Imagine walking round in CostCo not being able to find what you were looking for, faced with long queues and miserable unhelpful staff, other customers wandering around aimlessly , not buying as much as they once did . This was the case 15 years ago with the giant retailer due to management suits demanding it be as efficient or as Lean as possible. Staffing was cut to an absolute minimum, wages as low as possible to pump up its profits and the share price higher and higher.
Well, turns out the Jack Sprat (no fat) school of economics just leaves unhappy customers and staff feeling undervalued, underpaid, and over worked.
Costco turned this situation around through the leadership of their now CEO Craig Jelinek.
Craig’s CV is a short one, he started at CostCo in 1984, over the next 40 years working in nearly every position he became the heartbeat of their culture. When he got the reins at the top, he increased staffing (number of workers) and wages to $16 per hour (US min is $7.64). He kept the famous loss making $1.5 hot dog and soda deal and in short introduced “slack” in the system.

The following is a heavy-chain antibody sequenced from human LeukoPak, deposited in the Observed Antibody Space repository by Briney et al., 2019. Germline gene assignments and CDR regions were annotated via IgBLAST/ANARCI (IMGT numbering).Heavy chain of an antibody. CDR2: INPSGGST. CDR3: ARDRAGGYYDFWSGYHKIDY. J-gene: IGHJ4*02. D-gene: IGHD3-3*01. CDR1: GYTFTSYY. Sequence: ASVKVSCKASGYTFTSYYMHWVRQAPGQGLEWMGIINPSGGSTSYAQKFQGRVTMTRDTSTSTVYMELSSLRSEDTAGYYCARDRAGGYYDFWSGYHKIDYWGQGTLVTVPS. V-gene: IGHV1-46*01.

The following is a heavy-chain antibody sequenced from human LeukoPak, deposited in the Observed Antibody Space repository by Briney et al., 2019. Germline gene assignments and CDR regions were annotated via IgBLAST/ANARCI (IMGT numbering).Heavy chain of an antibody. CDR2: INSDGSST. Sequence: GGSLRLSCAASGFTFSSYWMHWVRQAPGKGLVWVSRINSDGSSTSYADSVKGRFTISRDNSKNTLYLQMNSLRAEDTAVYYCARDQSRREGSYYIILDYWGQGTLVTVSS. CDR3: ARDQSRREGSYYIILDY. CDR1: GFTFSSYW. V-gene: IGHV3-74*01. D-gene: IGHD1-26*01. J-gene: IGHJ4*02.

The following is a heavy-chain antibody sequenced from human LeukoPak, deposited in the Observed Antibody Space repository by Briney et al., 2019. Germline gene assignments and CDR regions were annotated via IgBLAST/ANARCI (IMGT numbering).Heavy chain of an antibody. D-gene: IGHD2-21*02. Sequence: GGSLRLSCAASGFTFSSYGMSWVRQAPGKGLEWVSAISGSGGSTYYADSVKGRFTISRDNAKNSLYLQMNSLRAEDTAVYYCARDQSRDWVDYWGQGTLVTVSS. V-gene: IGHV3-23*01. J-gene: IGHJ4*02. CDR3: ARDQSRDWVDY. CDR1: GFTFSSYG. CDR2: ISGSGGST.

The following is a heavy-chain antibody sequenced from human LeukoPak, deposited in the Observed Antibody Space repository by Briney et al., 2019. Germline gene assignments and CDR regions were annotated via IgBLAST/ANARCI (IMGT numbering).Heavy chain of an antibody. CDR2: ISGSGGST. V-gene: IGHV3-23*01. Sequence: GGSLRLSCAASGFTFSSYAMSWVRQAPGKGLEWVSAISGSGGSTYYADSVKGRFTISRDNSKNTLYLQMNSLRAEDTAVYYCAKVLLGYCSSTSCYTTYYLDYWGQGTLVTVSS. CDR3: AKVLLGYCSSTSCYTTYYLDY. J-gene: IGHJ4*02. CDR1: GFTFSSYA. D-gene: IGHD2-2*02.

Slack in this sense meant paying more and having more staff on the shop floor way more than traditional efficiency would say was optimal. The outcome was a WIN for the markets and profits, the lowest staff turnover of any retailer in America (7% compared to industry average of 60%) and happy customers who keep coming back.
In Short Slack created success, the extra bits outside the boring economic charts or profit projections. Jelinek took an economic risk albeit based on 40 years of grinding hard work and getting to know every dusty corner of the business.
It is in the SLACK that us social workers do our best work, whilst record keeping, and timely assessments are a part of the story (despite what management say it is not 100% of the story).